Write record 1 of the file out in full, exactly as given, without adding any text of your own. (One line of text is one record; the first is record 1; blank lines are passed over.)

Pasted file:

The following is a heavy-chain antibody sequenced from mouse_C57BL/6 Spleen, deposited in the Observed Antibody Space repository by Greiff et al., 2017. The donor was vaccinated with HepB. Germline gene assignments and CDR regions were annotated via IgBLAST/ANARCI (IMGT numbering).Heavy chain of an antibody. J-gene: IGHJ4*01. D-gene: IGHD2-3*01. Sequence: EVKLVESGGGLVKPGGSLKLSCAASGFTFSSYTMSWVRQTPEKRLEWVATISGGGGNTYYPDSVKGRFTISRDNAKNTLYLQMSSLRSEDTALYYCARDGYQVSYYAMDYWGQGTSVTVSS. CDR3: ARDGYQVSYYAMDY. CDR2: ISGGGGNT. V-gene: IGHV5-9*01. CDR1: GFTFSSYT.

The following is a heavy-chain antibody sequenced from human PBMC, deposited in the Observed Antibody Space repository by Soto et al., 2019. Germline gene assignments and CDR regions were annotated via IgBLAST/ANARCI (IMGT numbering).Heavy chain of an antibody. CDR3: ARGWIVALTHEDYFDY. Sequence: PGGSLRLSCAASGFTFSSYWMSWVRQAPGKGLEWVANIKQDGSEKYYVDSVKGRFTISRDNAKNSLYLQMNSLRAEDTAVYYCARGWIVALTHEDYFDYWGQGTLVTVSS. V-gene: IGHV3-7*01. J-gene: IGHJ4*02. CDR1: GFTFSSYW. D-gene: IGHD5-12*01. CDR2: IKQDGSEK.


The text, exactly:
The following is a heavy-chain antibody sequenced from mouse_C57BL/6 Spleen, deposited in the Observed Antibody Space repository by Greiff et al., 2017. The donor was vaccinated with HepB. Germline gene assignments and CDR regions were annotated via IgBLAST/ANARCI (IMGT numbering).Heavy chain of an antibody. J-gene: IGHJ4*01. D-gene: IGHD2-3*01. Sequence: EVKLVESGGGLVKPGGSLKLSCAASGFTFSSYTMSWVRQTPEKRLEWVATISGGGGNTYYPDSVKGRFTISRDNAKNTLYLQMSSLRSEDTALYYCARDGYQVSYYAMDYWGQGTSVTVSS. CDR3: ARDGYQVSYYAMDY. CDR2: ISGGGGNT. V-gene: IGHV5-9*01. CDR1: GFTFSSYT.